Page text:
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Natural but a nuisance

Sea lettuce is a naturally occurring green algae that is native to New Zealand.  Sea lettuce can cause problems for the community when it grows during summer months and is deposited on beach and foreshore areas in large quantities.

Sea lettuce 'blooms' can affect the way the harbour looks, and how people can use the harbour for business and pleasure. 

When it decays, sea lettuce produces an offensive sulphur odour. It can drift around the harbour and nearshore coastal waters and interfere with fishing nets and lines.  It can also affect commercial shipping at the Port of Tauranga, wrapping around ship propellers and blocking cooling water intakes.

Sea lettuce varies in abundance from year to year and place to place.  Its presence is most strongly influenced by uncontrollable factors such as wind, tides and coastal currents which affect water temperature and natural nutrient levels.

The graph below shows fluctuations in sea lettuce abundance in Tauranga Harbour as a percentage of the long term average, since monitoring began in 1991.

sea lettuce abundance graph

Research by Regional Council has shown that large sea lettuce blooms in Tauranga Harbour are a natural event that appear linked to the El Nino weather pattern. El Nino creates enhances growing conditions for sea lettuce with improved water clarity (due to lower rainfall and less land run-off), and oceanic upwelling which brings cooler, nutrient-rich waters into the harbour from off-shore.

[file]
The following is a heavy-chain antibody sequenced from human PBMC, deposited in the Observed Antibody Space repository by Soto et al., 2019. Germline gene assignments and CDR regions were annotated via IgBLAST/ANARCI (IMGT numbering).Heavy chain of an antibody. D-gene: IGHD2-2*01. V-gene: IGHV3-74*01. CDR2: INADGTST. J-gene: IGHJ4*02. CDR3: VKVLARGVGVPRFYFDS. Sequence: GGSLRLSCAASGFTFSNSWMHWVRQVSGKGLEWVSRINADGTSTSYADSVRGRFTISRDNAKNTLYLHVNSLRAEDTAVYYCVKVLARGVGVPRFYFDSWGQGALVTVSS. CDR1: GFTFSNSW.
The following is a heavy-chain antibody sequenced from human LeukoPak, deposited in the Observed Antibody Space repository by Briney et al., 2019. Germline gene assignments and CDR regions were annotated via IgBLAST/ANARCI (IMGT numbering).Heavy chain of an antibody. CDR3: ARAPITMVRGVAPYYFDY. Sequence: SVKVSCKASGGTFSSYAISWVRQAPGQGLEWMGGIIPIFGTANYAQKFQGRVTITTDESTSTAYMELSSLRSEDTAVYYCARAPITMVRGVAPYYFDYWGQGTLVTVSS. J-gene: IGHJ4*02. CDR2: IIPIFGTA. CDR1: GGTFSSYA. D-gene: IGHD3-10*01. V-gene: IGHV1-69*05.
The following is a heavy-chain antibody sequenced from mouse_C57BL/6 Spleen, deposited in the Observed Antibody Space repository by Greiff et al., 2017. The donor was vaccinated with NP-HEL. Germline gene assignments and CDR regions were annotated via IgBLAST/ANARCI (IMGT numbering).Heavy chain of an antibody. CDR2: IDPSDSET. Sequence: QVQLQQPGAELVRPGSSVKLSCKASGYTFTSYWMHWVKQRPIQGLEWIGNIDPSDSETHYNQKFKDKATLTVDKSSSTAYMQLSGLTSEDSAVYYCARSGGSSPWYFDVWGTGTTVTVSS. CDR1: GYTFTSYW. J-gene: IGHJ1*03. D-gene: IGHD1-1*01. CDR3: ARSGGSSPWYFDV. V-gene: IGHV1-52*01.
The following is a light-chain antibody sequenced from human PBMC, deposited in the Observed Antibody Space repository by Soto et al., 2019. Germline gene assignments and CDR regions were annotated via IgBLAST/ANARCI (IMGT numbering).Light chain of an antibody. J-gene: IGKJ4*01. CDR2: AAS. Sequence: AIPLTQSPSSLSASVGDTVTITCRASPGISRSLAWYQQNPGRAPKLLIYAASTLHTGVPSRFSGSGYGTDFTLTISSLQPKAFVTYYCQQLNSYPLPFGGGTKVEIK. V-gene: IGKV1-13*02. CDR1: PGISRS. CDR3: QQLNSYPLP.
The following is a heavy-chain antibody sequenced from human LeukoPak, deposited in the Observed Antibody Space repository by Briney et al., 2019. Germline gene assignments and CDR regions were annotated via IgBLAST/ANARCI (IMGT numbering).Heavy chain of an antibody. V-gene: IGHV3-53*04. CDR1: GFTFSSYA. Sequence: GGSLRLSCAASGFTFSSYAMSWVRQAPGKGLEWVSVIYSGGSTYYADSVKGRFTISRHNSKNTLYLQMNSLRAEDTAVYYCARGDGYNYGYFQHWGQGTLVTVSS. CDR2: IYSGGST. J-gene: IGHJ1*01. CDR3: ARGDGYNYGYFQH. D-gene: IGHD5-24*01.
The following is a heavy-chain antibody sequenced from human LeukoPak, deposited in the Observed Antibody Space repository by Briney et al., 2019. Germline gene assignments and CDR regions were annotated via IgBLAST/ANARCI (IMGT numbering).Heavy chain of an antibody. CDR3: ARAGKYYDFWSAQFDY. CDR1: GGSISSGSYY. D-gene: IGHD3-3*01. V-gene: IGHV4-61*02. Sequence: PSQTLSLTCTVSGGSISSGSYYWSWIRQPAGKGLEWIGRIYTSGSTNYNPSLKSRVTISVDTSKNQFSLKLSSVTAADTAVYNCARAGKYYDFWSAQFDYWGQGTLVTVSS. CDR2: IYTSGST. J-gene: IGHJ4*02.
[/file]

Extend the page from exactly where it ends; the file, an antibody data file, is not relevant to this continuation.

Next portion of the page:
Regional Council is responding to community concerns about sea lettuce in three ways:

1. Reducing the amount of nutrients entering Tauranga Harbour by working with land owners, business owners, local councils and the wider community to:

    • reduce diffuse nutrient sources such as from agricultural runoff and nutrients that drain through the soil and into groundwater which eventually enters the harbour
    • prevent point sources of nutrients such as from septic tank seepage and storm water drains

2. Investing in research to further understand the problem and identify viable management options

3. Reducing the public nuisance factor and hydrogen sulphide risk by working with Tauranga City and Western Bay of Plenty District Councils to remove sea lettuce from high use public areas around the Tauranga Harbour. Watch a New Zealand Herald video clip from one of our 2013 sea lettuce clean ups.

Read the report on Sea Lettuce and Nutrient Monitoring in Tauranga Harbour 1991-2010. See our research and monitoring page for other research reports about sea lettuce and other harbour issues.

You can help manage sea lettuce by collecting it from the foreshore and using it as a fertiliser or compost supplement inyour garden. Wash it and use it sparingly to avoid salt build-up in your soil. Find out more in this Sea Lettuce and the Garden booklet, produced by Tauranga HarbourWatch Inc.


First Tauranga Harbour sea lettuce clean up for 2016/17 summer. 28 November 2016 at Beach Road, Otumoetai.


Coastal Science Chair, Chris Battershill talks about sea lettuce and current research to manage it. December 2015


Tauranga Harbour Projects Manager, Bruce Gardner talks about how Regional Council is managing sea lettuce. December 2015 


Why sea lettuce washes up at Matua - January 2017